Most 8-year olds care more about toys and video games than neuropsychology — but not Joy Stradford. She often went to work with her mother, a special education teacher in New Jersey, and was both concerned for and intrigued by the disabled children she met.

“I was really curious about the neurological issues I was seeing, so I went home and started researching different disorders,” Stradford recalled. “I knew early on that I wanted to do psychological research that would help make accommodations for people with disabilities.”

Stradford went on to obtain a bachelor’s degree in psychology from Howard University and soon will graduate with a Master of Science in Neuroimaging and Informatics from the Keck School of Medicine of USC. The program, which is led by the USC Mark and Mary Stevens Neuroimaging and Informatics Institute, prepares students to make transformative contributions to the field of biomedicine, in both the lab and the clinic.

Starting this year, students in the program received hands-on training with the institute’s state-of-the-art MRI scanners, the Siemens Prisma 3T and Terra 7T. Stradford said this experience, along with the opportunity to shadow and learn from the institute’s magnetic resonance technologist, has been highly impactful.

“Over the years, I’ve learned a lot about neuroimaging from lectures and slides,” she said. “But going into the MRI scanner, operating the machine and seeing gadolinium injections being administered—I immediately knew I wanted to incorporate imaging work in my career.”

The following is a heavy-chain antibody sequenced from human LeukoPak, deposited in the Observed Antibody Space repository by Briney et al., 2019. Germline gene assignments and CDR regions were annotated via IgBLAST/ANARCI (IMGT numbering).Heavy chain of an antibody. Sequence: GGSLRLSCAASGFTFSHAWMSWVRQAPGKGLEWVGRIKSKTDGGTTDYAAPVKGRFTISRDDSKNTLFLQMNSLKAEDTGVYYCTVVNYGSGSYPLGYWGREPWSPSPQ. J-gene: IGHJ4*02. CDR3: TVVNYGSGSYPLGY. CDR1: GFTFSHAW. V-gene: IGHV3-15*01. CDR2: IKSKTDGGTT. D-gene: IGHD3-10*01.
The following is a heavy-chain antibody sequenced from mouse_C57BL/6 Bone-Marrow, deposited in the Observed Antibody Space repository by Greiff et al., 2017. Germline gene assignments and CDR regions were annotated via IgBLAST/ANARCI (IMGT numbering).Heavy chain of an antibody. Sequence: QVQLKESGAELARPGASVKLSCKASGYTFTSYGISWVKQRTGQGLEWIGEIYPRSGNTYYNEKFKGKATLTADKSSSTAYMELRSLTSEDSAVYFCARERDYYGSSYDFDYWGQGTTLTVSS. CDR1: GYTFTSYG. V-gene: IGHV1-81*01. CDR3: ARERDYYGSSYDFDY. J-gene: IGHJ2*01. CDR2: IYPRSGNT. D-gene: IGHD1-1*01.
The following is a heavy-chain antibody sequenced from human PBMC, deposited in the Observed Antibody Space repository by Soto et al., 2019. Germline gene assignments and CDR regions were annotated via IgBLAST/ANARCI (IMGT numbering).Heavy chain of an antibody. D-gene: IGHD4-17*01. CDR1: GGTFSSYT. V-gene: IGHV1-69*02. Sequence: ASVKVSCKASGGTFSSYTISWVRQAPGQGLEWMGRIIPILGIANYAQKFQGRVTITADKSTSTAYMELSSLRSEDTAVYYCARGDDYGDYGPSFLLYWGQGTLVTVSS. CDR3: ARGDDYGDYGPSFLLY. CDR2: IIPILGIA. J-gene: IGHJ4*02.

During her time in the program, Stradford has worked as a research assistant in the lab of Judy Pa, PhD, assistant professor of neurology at the Keck School. “Everyone in the lab notices Joy’s optimism and ‘can-do’ attitude,” Pa said. “And she’s a quick learner. In our new clinical trial, she excelled in handling aliquoted blood specimens on her first try.”

Stradford also interns with Tony Strickland, PhD, of the Sports Concussion Institute in Culver City, where she shadows psychometrists who give neuropsychological tests to former NFL players. After graduation, she will stay in Los Angeles to continue her work with Pa and Strickland. In the fall, she plans to apply to PhD programs in clinical psychology.

— Zara Abrams